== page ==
Meanings and Use: 1. to go, to be in motion, to move, to go on (opp. to stand still, tiṭṭhati). Freq. in combn with tiṭṭhati nisīdati seyyaṃ kappeti “to go, to stand, sit down & lie down, ” to denote all positions and every kind of behaviour; Nd2 s. v. gacchati. ‹-› evaṃ kāle gacchante, as time went on J.III, 52, or evaṃ g° kāle (PvA.54, 75) or gacchante gacchante kāle DhA.I, 319; gacchati=paleti PvA.56; vemakoṭi gantvā pahari (whilst moving) DhA.III, 176.—2. to go, to walk (opp. to run, dhāvati) DhA.I, 389.—3. to go away, to go out, to go forth (opp. to stay, or to come, āgacchati): agamāsi he went Pv.II, 86; yo maṃ icchati anvetu yo vā n’icchati gacchatu “who wants me may come, who does not may go” Sn.564; āgacchantānañ ca gacchantānañ ca pamāṇaṃ n’atthi “there was no end of all who came & went” J.II, 133; gacchāma “let us go” J.I, 263; gaccha dāni go away now! J.II, 160; gaccha re muṇḍaka Vism.343; gacchāhi go then! J.I, 151, 222; mā gami do not go away! J.IV, 2; pl. mā gamittha J.I, 263; gacchanto on his way J.I, 255, 278; agamaṃsu they went away J.IV, 3; gantukāma anxious to go J.I, 222, 292; kattha gamissasi where are you going? (opp. agacchasi) DhA.III, 173; kahaṃ gacchissatha id. J.II, 128; kuhiṃ gamissati where is he going? Sn.411, 412.—4. with Acc. or substitute: to go to, to have access to, to arrive or get at (with the aim of the movement or the object of the intention); hence fig. to come to know, to experience, to realize.—(a) with Acc. of direction: Rājagahaṃ gami he went to R. Pv.II, 86; Devadaha-nagaraṃ gantuṃ J.I, 52; gacchām’ahaṃ Kusināraṃ I shall go to K. D.II, 128; Suvaṇṇabhūmiṃ gacchanti they intended to go (“were going”) to S. J.III, 188; migavaṃ g. to go hunting J.I, 149; janapadaṃ gamissāma J.II, 129; paradāraṃ g. to approach another man’s wife Dh.246.—(b) with adverbs of direction or purpose (atthāya): santikaṃ (or santike) gacchati to go near a person (in Gen.), pitu s. gacchāma DhA.III, 172; devāna santike gacche Dh.224 santikaṃ also J.I, 152: II.159, etc. Kathaṃ tattha gamissāmi how shall I get there? J.I, 159; II, 159; tattha agamāsi he went there J.II, 160. dukkhānubhavanatthāya gacchamānā “going away for the purpose of undergoing suffering” J.IV, 3; vohāratthāya gacchāmi I am going out (=fut.) on business J.II, 133.—Similarly (fig.) in foll. expressions (op. “to go to Heaven, ” etc.=to live or experience a heavenly life, op. next); Nirayaṃ gamissati J.VI, 368; saggaṃ lokaṃ g. J.I, 152; gacche pāram apārato Sn.1129, in this sense interpreted at Nd2 223 as adhigacchati phusati sacchikaroti, to experience.—Sometimes with double Acc.: Bhagavantaṃ saraṇaṃ gacchāmi “I entrust myself to Bh.” Vin.I, 16.—Cp. also phrases as atthaṅgacchati to go home, to set, to disappear; antarā-gacchati to come between, to obstruct.—5. to go as a stronger expression for to be, i.e. to behave, to have existence, to fare (cp. Ger. es geht gut, Fr. cela va bien=it is good). Here belongs gati “existence, ” as mode of existing, element, sphere of being, and out of this use is developed the periphrastic use of gam°, which places it on the same level with the verb “to be” (see b).—(a) sugatiṃ gamissasi you will go to the state of well-being, i.e. Heaven Vin.II, 195; It.77; opp. duggatiṃ gacchanti Dh.317—319; maggaṃ na jānanti yena gacchanti subbatā (which will fall to their share) Sn.441; gamissanti yattha gantvā na socare “they will go where one sorrows not” Sn.445; Vv 514; yan ca karoti ... tañ ca ādāya gacchati “whatever a man does that he will take with him” S.I, 93.—(b) periphrastic (w. ger. of governing verb): nagaraṃ pattharitvā gaccheyya “would spread through the town” J.I, 62; pariṇāmaṃ gaccheyya “could be digested” D.II, 127; sīhacammaṃ ādāya agamaṃsu “they took the lion’s skin away with them” J.II, 110; itthiṃ pahāya gamissati shall leave the woman alone J.VI, 348; sve gahetvā gamissāmi “I shall come for it tomorrow” Miln.48. (Page 240)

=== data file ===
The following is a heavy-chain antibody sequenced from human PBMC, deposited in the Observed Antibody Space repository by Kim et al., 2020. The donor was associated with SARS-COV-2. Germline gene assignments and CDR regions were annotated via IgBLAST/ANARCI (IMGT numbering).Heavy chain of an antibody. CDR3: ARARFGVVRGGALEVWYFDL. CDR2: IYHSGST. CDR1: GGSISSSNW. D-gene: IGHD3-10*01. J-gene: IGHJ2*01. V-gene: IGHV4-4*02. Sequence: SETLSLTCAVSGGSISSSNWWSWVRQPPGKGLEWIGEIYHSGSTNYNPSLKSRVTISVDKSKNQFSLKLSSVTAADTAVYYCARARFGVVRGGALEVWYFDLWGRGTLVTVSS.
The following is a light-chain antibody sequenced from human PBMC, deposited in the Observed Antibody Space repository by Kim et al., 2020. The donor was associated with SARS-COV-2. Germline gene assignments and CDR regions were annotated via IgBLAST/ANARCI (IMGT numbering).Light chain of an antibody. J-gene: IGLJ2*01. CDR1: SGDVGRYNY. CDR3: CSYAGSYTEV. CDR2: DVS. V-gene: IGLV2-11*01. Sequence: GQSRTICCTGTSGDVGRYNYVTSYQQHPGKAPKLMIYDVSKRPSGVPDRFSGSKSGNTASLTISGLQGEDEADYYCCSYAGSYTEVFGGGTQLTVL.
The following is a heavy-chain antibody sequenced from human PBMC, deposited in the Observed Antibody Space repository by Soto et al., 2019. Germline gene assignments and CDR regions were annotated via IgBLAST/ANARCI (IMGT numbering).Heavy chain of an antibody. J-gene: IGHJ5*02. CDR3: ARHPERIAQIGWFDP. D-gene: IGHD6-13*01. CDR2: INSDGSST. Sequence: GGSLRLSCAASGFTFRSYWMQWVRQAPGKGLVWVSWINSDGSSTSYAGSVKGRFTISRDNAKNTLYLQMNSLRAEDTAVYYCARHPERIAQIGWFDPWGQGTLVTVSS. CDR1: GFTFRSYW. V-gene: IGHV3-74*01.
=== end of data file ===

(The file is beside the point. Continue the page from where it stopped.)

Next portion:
Pali is the language of the Tipiṭaka, which is the sacred canon of Theravāda Buddhism and contains much of the Buddha’s speech. Closeley related to Sanskrit, both languages are used interchangeably between religions.
Gacchati (गच्छति).—seems to be used in the sense of Sanskrit tiṣṭhati, vartate, exists, carries on, or substantially this, in Mv i.22.11 (gharakehi) oruddhā chinna-īryāpathā (mss. oruddha chinna-ir°) gacchanti, (sinners in hell) shut up in huts, get along with their freedom of action cut off. So Senart's note. PTSD s.v. 5 gives a similar definition, but the passages it cites obviously do not support it. Here perhaps gacchanti Mv i.17.11, 12.Source: Cologne Digital Sanskrit Dictionaries: Edgerton Buddhist Hybrid Sanskrit Dictionary
Sanskrit, also spelled संस्कृतम् (saṃskṛtam), is an ancient language of India commonly seen as the grandmother of the Indo-European language family. Closely allied with Prakrit and Pali, Sanskrit is more exhaustive in both grammar and terms and has the most extensive collection of literature in the world, greatly surpassing its sister-languages Greek and Latin.
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Search found 32 books and stories containing Gacchati. You can also click to the full overview containing English textual excerpts. Below are direct links for the most relevant articles:
Maha Prajnaparamita Sastra (by Gelongma Karma Migme Chödrön)
Appendix 1 - Parable of the perfume of flowers (puṣpagandha) < [Chapter XXI - Discipline or Morality]
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A Heart Released (by Phra Ajaan Mun Bhuridatta Thera)
Vivekachudamani (by Shankara)
Mandukya Karika, verse 4.7-8 < [Chapter IV - Alatashanti Prakarana (Quenching the firebrand)]
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The Tattvasangraha [with commentary] (by Ganganatha Jha)